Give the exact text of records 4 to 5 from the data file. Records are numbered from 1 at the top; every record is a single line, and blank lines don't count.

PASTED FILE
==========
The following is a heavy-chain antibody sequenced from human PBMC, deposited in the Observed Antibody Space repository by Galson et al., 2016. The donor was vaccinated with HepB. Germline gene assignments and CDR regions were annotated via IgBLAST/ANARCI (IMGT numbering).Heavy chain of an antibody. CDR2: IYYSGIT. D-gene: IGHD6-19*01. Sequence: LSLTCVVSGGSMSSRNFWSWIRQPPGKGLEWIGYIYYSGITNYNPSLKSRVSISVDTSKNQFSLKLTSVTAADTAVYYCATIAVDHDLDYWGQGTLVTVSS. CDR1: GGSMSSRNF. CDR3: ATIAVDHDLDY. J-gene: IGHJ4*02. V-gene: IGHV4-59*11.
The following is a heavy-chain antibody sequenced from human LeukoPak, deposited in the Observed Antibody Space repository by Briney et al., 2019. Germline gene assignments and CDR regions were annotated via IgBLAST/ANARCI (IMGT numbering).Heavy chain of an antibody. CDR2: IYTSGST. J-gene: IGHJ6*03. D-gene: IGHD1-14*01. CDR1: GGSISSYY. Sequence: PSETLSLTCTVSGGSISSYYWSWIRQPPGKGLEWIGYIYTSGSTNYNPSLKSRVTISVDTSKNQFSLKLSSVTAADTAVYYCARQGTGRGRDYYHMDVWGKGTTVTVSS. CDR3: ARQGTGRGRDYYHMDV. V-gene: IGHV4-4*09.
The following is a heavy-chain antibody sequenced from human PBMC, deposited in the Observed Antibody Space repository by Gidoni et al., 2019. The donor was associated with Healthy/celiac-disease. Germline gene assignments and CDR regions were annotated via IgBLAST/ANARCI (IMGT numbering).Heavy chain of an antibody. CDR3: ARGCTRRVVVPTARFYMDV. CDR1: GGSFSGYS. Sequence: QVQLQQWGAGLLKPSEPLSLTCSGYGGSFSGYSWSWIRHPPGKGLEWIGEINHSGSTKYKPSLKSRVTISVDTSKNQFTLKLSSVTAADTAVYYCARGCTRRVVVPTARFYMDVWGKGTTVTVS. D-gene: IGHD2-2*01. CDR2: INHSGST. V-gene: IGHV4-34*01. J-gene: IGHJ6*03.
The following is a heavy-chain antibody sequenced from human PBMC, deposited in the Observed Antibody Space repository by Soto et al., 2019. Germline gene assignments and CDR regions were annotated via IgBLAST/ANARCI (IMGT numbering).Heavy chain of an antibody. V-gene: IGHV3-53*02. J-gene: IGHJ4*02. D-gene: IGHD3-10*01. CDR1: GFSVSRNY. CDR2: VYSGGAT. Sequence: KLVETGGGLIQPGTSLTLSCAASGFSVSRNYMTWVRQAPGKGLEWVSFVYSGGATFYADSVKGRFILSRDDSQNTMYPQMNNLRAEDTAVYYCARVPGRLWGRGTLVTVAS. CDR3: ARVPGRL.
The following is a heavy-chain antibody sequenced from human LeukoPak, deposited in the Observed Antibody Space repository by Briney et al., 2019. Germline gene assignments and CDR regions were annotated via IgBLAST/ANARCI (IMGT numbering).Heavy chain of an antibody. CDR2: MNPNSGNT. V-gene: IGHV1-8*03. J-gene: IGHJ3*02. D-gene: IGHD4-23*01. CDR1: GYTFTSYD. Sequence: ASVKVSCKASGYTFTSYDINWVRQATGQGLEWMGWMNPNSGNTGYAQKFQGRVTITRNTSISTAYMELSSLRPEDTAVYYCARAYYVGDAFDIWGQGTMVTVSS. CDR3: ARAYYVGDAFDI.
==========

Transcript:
The following is a heavy-chain antibody sequenced from human PBMC, deposited in the Observed Antibody Space repository by Soto et al., 2019. Germline gene assignments and CDR regions were annotated via IgBLAST/ANARCI (IMGT numbering).Heavy chain of an antibody. V-gene: IGHV3-53*02. J-gene: IGHJ4*02. D-gene: IGHD3-10*01. CDR1: GFSVSRNY. CDR2: VYSGGAT. Sequence: KLVETGGGLIQPGTSLTLSCAASGFSVSRNYMTWVRQAPGKGLEWVSFVYSGGATFYADSVKGRFILSRDDSQNTMYPQMNNLRAEDTAVYYCARVPGRLWGRGTLVTVAS. CDR3: ARVPGRL.
The following is a heavy-chain antibody sequenced from human LeukoPak, deposited in the Observed Antibody Space repository by Briney et al., 2019. Germline gene assignments and CDR regions were annotated via IgBLAST/ANARCI (IMGT numbering).Heavy chain of an antibody. CDR2: MNPNSGNT. V-gene: IGHV1-8*03. J-gene: IGHJ3*02. D-gene: IGHD4-23*01. CDR1: GYTFTSYD. Sequence: ASVKVSCKASGYTFTSYDINWVRQATGQGLEWMGWMNPNSGNTGYAQKFQGRVTITRNTSISTAYMELSSLRPEDTAVYYCARAYYVGDAFDIWGQGTMVTVSS. CDR3: ARAYYVGDAFDI.